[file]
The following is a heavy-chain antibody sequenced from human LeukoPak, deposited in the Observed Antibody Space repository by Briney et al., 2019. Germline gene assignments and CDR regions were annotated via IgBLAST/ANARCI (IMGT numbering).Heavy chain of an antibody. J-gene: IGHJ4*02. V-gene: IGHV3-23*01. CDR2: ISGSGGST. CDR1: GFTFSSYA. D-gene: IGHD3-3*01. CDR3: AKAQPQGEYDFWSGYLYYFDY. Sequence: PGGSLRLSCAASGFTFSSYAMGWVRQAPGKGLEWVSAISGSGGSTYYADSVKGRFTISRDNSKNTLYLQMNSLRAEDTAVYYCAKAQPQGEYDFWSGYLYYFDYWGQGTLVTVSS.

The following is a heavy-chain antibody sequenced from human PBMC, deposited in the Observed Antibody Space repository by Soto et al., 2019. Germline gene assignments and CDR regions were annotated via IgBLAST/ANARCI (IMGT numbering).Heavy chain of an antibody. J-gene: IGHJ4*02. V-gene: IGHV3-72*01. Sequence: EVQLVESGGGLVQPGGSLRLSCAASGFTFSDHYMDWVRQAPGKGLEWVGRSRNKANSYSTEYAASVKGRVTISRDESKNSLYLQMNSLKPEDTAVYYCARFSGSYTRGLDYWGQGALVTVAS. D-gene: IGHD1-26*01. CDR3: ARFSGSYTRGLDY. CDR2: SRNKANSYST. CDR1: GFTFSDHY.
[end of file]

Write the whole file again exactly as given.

The following is a heavy-chain antibody sequenced from human LeukoPak, deposited in the Observed Antibody Space repository by Briney et al., 2019. Germline gene assignments and CDR regions were annotated via IgBLAST/ANARCI (IMGT numbering).Heavy chain of an antibody. J-gene: IGHJ4*02. V-gene: IGHV3-23*01. CDR2: ISGSGGST. CDR1: GFTFSSYA. D-gene: IGHD3-3*01. CDR3: AKAQPQGEYDFWSGYLYYFDY. Sequence: PGGSLRLSCAASGFTFSSYAMGWVRQAPGKGLEWVSAISGSGGSTYYADSVKGRFTISRDNSKNTLYLQMNSLRAEDTAVYYCAKAQPQGEYDFWSGYLYYFDYWGQGTLVTVSS.

The following is a heavy-chain antibody sequenced from human PBMC, deposited in the Observed Antibody Space repository by Soto et al., 2019. Germline gene assignments and CDR regions were annotated via IgBLAST/ANARCI (IMGT numbering).Heavy chain of an antibody. J-gene: IGHJ4*02. V-gene: IGHV3-72*01. Sequence: EVQLVESGGGLVQPGGSLRLSCAASGFTFSDHYMDWVRQAPGKGLEWVGRSRNKANSYSTEYAASVKGRVTISRDESKNSLYLQMNSLKPEDTAVYYCARFSGSYTRGLDYWGQGALVTVAS. D-gene: IGHD1-26*01. CDR3: ARFSGSYTRGLDY. CDR2: SRNKANSYST. CDR1: GFTFSDHY.